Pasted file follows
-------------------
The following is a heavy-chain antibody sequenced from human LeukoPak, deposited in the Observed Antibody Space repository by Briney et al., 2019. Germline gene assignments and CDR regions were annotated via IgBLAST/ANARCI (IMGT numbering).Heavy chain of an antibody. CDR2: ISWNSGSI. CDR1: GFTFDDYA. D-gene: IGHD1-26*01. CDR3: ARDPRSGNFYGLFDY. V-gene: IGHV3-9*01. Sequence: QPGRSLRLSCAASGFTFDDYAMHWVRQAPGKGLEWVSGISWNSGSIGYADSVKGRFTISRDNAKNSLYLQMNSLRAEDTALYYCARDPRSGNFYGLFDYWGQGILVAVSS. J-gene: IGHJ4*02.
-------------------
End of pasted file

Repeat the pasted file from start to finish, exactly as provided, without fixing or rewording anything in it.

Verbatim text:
The following is a heavy-chain antibody sequenced from human LeukoPak, deposited in the Observed Antibody Space repository by Briney et al., 2019. Germline gene assignments and CDR regions were annotated via IgBLAST/ANARCI (IMGT numbering).Heavy chain of an antibody. CDR2: ISWNSGSI. CDR1: GFTFDDYA. D-gene: IGHD1-26*01. CDR3: ARDPRSGNFYGLFDY. V-gene: IGHV3-9*01. Sequence: QPGRSLRLSCAASGFTFDDYAMHWVRQAPGKGLEWVSGISWNSGSIGYADSVKGRFTISRDNAKNSLYLQMNSLRAEDTALYYCARDPRSGNFYGLFDYWGQGILVAVSS. J-gene: IGHJ4*02.